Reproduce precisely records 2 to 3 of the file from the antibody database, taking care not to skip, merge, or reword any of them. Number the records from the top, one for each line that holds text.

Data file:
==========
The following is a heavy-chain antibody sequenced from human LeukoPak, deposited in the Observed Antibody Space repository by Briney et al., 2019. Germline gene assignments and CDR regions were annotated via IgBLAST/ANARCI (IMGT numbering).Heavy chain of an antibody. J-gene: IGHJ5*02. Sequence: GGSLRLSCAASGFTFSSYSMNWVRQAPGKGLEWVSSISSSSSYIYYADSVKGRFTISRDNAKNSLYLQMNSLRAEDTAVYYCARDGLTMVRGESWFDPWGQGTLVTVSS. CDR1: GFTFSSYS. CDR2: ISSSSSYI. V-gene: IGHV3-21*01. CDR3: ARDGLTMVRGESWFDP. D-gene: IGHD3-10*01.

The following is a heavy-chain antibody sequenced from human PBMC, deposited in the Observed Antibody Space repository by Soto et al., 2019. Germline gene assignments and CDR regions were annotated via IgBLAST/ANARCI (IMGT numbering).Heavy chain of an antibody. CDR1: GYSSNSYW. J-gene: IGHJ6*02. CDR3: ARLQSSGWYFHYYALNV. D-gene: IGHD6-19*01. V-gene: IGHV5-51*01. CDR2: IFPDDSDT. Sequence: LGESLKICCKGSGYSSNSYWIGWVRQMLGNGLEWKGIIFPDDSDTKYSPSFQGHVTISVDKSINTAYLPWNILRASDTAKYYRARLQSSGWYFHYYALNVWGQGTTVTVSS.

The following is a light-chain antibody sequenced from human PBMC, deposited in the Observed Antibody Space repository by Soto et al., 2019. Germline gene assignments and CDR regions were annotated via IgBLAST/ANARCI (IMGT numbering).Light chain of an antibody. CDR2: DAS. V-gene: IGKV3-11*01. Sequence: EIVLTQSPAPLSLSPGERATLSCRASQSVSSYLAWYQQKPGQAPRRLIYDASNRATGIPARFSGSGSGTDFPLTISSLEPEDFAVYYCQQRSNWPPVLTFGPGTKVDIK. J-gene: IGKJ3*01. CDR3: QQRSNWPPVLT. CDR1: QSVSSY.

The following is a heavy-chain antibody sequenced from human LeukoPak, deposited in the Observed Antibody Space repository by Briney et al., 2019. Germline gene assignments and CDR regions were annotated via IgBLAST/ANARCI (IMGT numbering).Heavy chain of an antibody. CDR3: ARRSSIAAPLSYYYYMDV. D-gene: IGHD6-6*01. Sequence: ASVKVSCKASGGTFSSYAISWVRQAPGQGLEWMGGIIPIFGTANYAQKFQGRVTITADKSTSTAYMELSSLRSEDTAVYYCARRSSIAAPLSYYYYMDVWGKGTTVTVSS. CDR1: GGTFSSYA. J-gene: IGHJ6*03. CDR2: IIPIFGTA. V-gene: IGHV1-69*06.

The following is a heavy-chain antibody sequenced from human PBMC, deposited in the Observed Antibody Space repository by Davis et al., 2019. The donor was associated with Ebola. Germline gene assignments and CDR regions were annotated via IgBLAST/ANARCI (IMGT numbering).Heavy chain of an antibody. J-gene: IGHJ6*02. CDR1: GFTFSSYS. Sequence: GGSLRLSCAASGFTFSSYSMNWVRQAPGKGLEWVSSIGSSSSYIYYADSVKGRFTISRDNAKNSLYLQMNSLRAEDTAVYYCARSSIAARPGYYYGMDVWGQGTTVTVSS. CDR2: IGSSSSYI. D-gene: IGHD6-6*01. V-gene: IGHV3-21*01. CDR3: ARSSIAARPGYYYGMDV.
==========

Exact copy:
The following is a heavy-chain antibody sequenced from human PBMC, deposited in the Observed Antibody Space repository by Soto et al., 2019. Germline gene assignments and CDR regions were annotated via IgBLAST/ANARCI (IMGT numbering).Heavy chain of an antibody. CDR1: GYSSNSYW. J-gene: IGHJ6*02. CDR3: ARLQSSGWYFHYYALNV. D-gene: IGHD6-19*01. V-gene: IGHV5-51*01. CDR2: IFPDDSDT. Sequence: LGESLKICCKGSGYSSNSYWIGWVRQMLGNGLEWKGIIFPDDSDTKYSPSFQGHVTISVDKSINTAYLPWNILRASDTAKYYRARLQSSGWYFHYYALNVWGQGTTVTVSS.

The following is a light-chain antibody sequenced from human PBMC, deposited in the Observed Antibody Space repository by Soto et al., 2019. Germline gene assignments and CDR regions were annotated via IgBLAST/ANARCI (IMGT numbering).Light chain of an antibody. CDR2: DAS. V-gene: IGKV3-11*01. Sequence: EIVLTQSPAPLSLSPGERATLSCRASQSVSSYLAWYQQKPGQAPRRLIYDASNRATGIPARFSGSGSGTDFPLTISSLEPEDFAVYYCQQRSNWPPVLTFGPGTKVDIK. J-gene: IGKJ3*01. CDR3: QQRSNWPPVLT. CDR1: QSVSSY.